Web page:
- Code SCOM6003
- Unit Value 6 units
- Offered by Centre for the Public Awareness of Science
- ANU College ANU Joint Colleges of Science
- Course subject Science Communication
- Areas of interest Science, Science Communication
See https://www.anu.edu.au/covid-19-advice. In 2022, this course is entirely delivered remotely.
How has Brave New World shaped the human cloning debate? Why did forensic science enrolments boom simultaneously with the popularity of CSI and Silent Witness? How is Doctor Who useful for engaging high school students in science learning? To what extent did Frankenstein establish a negative image of scientists? Why is theatre an effective HIV/AIDS education tool in South Africa and not in Australia? What role did Star Trek's Lt Uhura play in recruiting astronauts to the NASA space program? How might The Day After Tomorrow impact the public understanding of climate change?
This course provides an introduction to the impact of fictional representations of science and scientists on public perceptions of science. It introduces research, theory and methods from this growing area of science communication as applied to fictional works including films, television programs, plays, novels, short stories and comics. Students are encouraged to share their own experiences of science-based fiction and to pursue their areas of interest through assessment. The major piece of assessment is a research project testing students' hypotheses about the impact that a work of fiction might have on public perceptions of science. The research project will be completed individually, but the research ideas will be developed as a team with a view to obtaining publishable results.
This course is co-taught with undergraduates, but the assessments are different.
Upon successful completion, students will have the knowledge and skills to:
- describe, question and critique the historical developments in the ways that fiction has been discussed by science communication scholars;
- distinguish between different fictional representations of science and scientists in terms of their significance for the science-society relationship;
- apply theory and research about science in popular fiction to science communication practice;
- think reflexively about the study and application of science in popular fiction and their place within it;
- manage a public science communication project that involves both collaboration and independent learning;
- critique and correct others’ public science communication efforts in a professional and encouraging manner;
- conduct science communication research using social science research methods such as content analysis, focus groups and questionnaires;
- critically evaluate strengths and weaknesses of current research methods for investigating fiction’s influence on public attitudes, knowledge and beliefs.
The intensive week in 2021 will be 18 - 22 January.
- 3-minute small-group presentation on Monday, evaluating the role of science and fiction in the piece (10) [LO 1,2,3,4,7,8]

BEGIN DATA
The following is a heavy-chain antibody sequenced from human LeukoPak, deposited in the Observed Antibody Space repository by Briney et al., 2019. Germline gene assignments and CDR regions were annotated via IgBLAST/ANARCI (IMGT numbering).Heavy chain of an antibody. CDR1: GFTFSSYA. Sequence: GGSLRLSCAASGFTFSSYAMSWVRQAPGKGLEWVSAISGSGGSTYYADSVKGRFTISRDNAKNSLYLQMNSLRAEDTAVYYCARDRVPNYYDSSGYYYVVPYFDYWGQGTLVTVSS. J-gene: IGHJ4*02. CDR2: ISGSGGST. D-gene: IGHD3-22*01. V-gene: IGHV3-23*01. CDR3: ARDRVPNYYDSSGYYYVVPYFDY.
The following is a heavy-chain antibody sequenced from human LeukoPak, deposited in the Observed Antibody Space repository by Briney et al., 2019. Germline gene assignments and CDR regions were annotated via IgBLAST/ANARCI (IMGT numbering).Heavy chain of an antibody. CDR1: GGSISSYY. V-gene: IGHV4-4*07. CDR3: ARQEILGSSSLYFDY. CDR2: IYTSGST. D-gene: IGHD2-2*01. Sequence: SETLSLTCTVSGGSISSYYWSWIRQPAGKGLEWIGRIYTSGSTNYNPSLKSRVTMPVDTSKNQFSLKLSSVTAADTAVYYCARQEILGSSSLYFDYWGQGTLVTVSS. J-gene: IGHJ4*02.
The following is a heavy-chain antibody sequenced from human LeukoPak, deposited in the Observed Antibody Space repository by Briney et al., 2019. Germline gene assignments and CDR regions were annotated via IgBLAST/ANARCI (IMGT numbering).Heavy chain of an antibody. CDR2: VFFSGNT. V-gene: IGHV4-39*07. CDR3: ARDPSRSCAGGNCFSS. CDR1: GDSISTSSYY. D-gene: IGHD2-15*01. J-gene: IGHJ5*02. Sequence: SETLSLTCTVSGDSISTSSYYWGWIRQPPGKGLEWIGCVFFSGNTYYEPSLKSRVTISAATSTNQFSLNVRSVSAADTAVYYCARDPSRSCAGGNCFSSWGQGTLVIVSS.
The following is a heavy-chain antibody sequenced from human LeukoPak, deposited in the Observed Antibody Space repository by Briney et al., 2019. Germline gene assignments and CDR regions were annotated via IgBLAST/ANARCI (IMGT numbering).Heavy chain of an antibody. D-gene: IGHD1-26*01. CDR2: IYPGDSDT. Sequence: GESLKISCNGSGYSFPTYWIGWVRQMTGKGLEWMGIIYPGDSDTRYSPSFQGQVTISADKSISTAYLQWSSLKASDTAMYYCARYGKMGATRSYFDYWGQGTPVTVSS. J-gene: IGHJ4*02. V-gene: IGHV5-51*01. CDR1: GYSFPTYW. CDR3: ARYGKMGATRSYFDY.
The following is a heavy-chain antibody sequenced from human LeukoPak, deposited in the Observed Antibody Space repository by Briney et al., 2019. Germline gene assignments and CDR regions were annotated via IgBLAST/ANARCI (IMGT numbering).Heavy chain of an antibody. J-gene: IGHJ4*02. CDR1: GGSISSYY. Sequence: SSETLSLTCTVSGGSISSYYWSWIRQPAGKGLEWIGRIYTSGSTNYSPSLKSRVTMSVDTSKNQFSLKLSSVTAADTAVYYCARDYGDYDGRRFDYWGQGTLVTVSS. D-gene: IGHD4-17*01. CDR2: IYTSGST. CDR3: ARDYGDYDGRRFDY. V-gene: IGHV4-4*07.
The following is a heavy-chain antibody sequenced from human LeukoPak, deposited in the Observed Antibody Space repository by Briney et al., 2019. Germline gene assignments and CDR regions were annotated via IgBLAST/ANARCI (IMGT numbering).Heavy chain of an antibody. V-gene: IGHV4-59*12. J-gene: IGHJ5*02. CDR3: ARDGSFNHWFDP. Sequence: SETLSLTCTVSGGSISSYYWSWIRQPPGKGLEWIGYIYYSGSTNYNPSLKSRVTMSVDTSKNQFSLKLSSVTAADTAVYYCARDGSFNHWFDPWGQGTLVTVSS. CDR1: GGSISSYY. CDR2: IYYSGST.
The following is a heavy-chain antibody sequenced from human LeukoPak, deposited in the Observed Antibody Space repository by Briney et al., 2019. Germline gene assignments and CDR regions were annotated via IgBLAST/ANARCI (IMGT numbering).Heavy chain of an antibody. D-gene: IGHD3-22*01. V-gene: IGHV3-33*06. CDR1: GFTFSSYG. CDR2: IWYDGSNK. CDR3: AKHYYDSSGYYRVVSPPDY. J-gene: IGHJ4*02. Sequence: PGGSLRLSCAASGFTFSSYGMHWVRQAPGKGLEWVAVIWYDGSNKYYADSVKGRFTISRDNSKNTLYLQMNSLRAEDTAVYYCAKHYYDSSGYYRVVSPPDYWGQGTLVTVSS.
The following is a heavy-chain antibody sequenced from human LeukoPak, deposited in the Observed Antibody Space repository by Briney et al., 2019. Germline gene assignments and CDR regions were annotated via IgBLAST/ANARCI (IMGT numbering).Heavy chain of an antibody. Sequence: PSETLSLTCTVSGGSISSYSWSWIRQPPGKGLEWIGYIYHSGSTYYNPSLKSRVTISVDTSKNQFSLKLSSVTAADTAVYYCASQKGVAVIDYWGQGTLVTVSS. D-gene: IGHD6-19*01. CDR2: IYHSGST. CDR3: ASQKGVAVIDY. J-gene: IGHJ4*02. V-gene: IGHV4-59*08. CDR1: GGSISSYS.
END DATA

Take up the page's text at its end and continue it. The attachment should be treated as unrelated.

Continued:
- 3-minute small-group presentation on Friday, evaluating the piece in light of the week (10) [LO 1,2,3,4,7,8]
- Research project proposal. This should include a literature review, content analysis of the piece(s), lesson plan/exhibit design/project plan, and evaluation methods (35) [LO 1,2,3,4,5]
- Research project - carrying out the project and analyzing the results (45) [LO 5,6,7]
The ANU uses Turnitin to enhance student citation and referencing techniques, and to assess assignment submissions as a component of the University's approach to managing Academic Integrity. While the use of Turnitin is not mandatory, the ANU highly recommends Turnitin is used by both teaching staff and students. For additional information regarding Turnitin please visit the ANU Online website.
The expected workload will consist of approximately 130 hours throughout the session including:
- The face-to-face component will be delivered in intensive mode over one week, Monday - Friday 9am - 5 pm (total 35 hours). Students participating online will be able to join activities remotely via Zoom.
- Approximately 95 hours of self directed study will include pre-reading before the intensive week and assessments to be submitted after the after the intensive week.
To be determined
Requisite and Incompatibility
Prescribed TextsKrueger RA and Casey MA. (2014) Focus Groups: A Practical Guide for Applied Research. UK: Sage (5th edition).
Recommended text: Gilbert J.K. & Stocklmayer S. (eds.) (2013) Communication and Engagement with Science and Technology: Issues and Dilemmas. A reader in science communication. New York and London: Routledge.
Other readings provided online.
Tuition fees are for the academic year indicated at the top of the page.
Commonwealth Support (CSP) Students
If you have been offered a Commonwealth supported place, your fees are set by the Australian Government for each course. At ANU 1 EFTSL is 48 units (normally 8 x 6-unit courses). More information about your student contribution amount for each course at Fees.
- Student Contribution Band:
- Unit value:
- 6 units
If you are a domestic graduate coursework student with a Domestic Tuition Fee (DTF) place or international student you will be required to pay course tuition fees (see below). Course tuition fees are indexed annually. Further information for domestic and international students about tuition and other fees can be found at Fees.
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Offerings, Dates and Class Summary Links
Class summaries, if available, can be accessed by clicking on the View link for the relevant class number.
|Class number||Class start date||Last day to enrol||Census date||Class end date||Mode Of Delivery||Class Summary|
|1505||01 Jan 2023||20 Jan 2023||20 Jan 2023||31 Mar 2023||In Person||N/A|
|1506||01 Jan 2023||20 Jan 2023||20 Jan 2023||31 Mar 2023||Online||N/A|